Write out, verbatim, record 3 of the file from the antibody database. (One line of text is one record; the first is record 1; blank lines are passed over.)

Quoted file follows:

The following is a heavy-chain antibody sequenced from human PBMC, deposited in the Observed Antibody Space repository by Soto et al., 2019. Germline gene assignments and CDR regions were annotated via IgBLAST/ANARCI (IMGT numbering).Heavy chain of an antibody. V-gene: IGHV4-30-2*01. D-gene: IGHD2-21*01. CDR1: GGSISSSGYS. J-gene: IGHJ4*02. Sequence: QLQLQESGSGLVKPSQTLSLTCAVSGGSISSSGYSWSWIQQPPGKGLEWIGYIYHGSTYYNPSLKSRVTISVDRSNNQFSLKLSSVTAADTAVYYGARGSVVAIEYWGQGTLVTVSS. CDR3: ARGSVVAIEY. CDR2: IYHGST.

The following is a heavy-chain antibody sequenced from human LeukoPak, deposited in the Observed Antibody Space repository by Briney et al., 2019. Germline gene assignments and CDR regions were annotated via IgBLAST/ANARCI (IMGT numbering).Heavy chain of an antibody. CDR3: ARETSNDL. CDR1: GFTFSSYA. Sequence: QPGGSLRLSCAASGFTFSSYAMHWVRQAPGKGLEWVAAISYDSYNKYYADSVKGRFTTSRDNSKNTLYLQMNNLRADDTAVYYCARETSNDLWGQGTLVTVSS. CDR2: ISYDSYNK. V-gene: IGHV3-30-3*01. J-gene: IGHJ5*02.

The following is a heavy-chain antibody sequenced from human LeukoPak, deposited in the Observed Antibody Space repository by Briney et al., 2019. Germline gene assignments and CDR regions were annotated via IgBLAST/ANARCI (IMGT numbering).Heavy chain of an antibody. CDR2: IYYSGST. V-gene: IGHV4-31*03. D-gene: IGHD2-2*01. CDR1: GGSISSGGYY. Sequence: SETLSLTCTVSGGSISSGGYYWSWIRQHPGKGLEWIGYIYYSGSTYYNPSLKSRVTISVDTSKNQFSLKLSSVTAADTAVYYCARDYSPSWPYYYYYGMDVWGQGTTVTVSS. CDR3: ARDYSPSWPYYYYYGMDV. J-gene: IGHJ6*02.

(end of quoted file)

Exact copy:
The following is a heavy-chain antibody sequenced from human LeukoPak, deposited in the Observed Antibody Space repository by Briney et al., 2019. Germline gene assignments and CDR regions were annotated via IgBLAST/ANARCI (IMGT numbering).Heavy chain of an antibody. CDR2: IYYSGST. V-gene: IGHV4-31*03. D-gene: IGHD2-2*01. CDR1: GGSISSGGYY. Sequence: SETLSLTCTVSGGSISSGGYYWSWIRQHPGKGLEWIGYIYYSGSTYYNPSLKSRVTISVDTSKNQFSLKLSSVTAADTAVYYCARDYSPSWPYYYYYGMDVWGQGTTVTVSS. CDR3: ARDYSPSWPYYYYYGMDV. J-gene: IGHJ6*02.